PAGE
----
Former residence of a famous brewing magnate, whose tragic multiple family suicides have made it one of America's most haunted houses.
The Lemp Mansion, in St. Louis, Missouri, stands four stories tall and has 34 rooms. It was built in the 1860s for William Lemp, president of Lemp's Brewery, as a wedding gift from his father-in-law. Lemp was the son of John Adam Lemp, a German brewmeister who immigrated to the United States in 1838. The elder Lemp opened a small brewery and made German lager, which was an instant success. Lemp died in 1862, and son William inherited the business. A shrewd businessman, he turned Lemp's Brewery into the largest brewery in the world, producing 900,000 barrels a year for an international market. The plant covered 11 city blocks. The mansion overlooked the brewery.
William Lemp and his wife had seven children and lived a glamorous lifestyle among the cream of St. Louis society. Eldest son Frederick was the favorite and was groomed to take over the family business. He was shrewd like his father and learned the brewing business well. But tragedy struck in 1901; on a trip to Pasadena, California, Frederick, who was only 28, had a heart attack and died.
William never recovered from his grief. One day in 1904, he walked into the marble office of the mansion and shot himself to death in the heart with a small caliber pistol.
The family business went to William Lemp Jr., who was not as astute in the business as was his brother. He and his wife, Lillian, daughter of the wealthy Handlan family, lived an extravagant life, spending freely on clothes, expensive furnishings and art. William Jr. built three vaults in the mansion to house his vast collection. Lillian, who favored lilac-colored clothing, was called "The Lavender Lady."
When the Prohibition law was passed in 1919, the brewery was forced to close. Other breweries switched to making ice cream and low-alcohol "near bear," but Lemp's Brewery never adapted, and the family fortunes declined drastically. In 1920, William Jr.'s older sister, Elsa, one of the wealthiest women in St. Louis, committed suicide by shooting herself with a small caliber gun. She did not do it at the mansion, however.
William Jr. sold the business in 1922 for a fraction of its worth: 8¢ on the dollar. Six months later, on December 29, the despondent William committed suicide by shooting himself in the heart with a small-caliber gun---just like his father. He was found seated in the marble office where his father had died.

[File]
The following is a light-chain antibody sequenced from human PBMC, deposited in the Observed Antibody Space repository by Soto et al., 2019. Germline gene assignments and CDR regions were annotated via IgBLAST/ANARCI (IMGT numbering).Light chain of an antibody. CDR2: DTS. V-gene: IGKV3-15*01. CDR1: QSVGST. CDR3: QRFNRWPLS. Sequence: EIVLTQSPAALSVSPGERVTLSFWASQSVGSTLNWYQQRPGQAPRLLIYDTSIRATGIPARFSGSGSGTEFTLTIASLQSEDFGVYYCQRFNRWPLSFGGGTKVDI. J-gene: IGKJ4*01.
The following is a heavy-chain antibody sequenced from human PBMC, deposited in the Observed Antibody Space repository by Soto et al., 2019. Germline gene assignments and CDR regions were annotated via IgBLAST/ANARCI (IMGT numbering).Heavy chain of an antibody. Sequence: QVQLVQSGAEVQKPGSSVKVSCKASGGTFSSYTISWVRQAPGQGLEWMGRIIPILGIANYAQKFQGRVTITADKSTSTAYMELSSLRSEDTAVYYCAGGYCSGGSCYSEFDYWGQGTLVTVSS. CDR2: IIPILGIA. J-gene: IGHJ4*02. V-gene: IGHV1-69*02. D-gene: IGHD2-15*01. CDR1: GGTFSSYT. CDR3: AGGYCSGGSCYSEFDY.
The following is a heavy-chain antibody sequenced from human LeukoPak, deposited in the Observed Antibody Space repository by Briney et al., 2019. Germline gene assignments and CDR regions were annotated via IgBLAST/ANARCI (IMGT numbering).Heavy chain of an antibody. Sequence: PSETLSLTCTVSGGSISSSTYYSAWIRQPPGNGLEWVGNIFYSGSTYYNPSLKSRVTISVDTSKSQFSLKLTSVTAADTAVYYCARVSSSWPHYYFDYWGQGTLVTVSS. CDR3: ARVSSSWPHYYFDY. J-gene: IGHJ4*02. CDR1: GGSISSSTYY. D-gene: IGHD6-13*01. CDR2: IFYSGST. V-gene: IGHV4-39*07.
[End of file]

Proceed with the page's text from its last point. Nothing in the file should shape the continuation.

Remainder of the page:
In 1949, another sibling, Charles, went into the mansion's basement one morning with his dog. With a small-caliber gun, he shot the dog in the head and then shot himself to death. He was 77. A strange man, he had been very attached to the mansion. He had an extreme fear of germs and wore gloves most of the time.
Brother Edwin sold the family mansion. He had moved out of it in 1917 to escape its oppressive atmosphere of gloom. He never married and had no heirs. Perhaps out of fear that he, too, might commit suicide, he kept a companion with him at all times. He died of natural causes in 1970 at age 90.
The mansion became a boardinghouse and deteriorated over time. In the mid-1970s, it was purchased by Dick Pointer Jr., and his father, who planned to renovate it into a restaurant and inn.
Strange things happened during the renovation, which was completed in 1977. Pointer Jr. and various workmen lived in the house while the work was being done. One night while lying in bed, Pointer heard a door slam, even though no one else was in the house at the time. Another time a workman heard the sounds of horse's hooves on cobblestones outside his window---though no cobblestones were there. Months later, Pointer dug up grass beneath the window and discovered cobblestones, where horses surely traveled during the Lemps' glory days. Tools disappeared, and workers felt watched by invisible eyes. Some became so spooked that they left without completing their jobs.
Haunting phenomena continued after the restaurant opened. Glasses lifted off bars and flew through the air, mysterious voices and noises were heard, filmy apparitions were glimpsed, doors locked and unlocked on their own, and a ghostly piano played. Some witnesses say they have seen the ghost of Lillian, the Lavender Lady. An oppressive and sad atmosphere clings to the marble office where William Lemp Sr. and Jr. ended their lives. It became a front dining room in the renovation.
Most of the activity is attributed to the ghost of strange Charles. A neighbor of the Lemps said she sometimes saw a face staring out the mansion's attic window and speculated that the Lemps had an eighth child who may have been mentally unstable and thus hidden away, and who also might be responsible for the hauntings. No records of an eighth child exist, however.
From the Encyclopedia of Ghosts & Spirits by Rosemary Ellen Guiley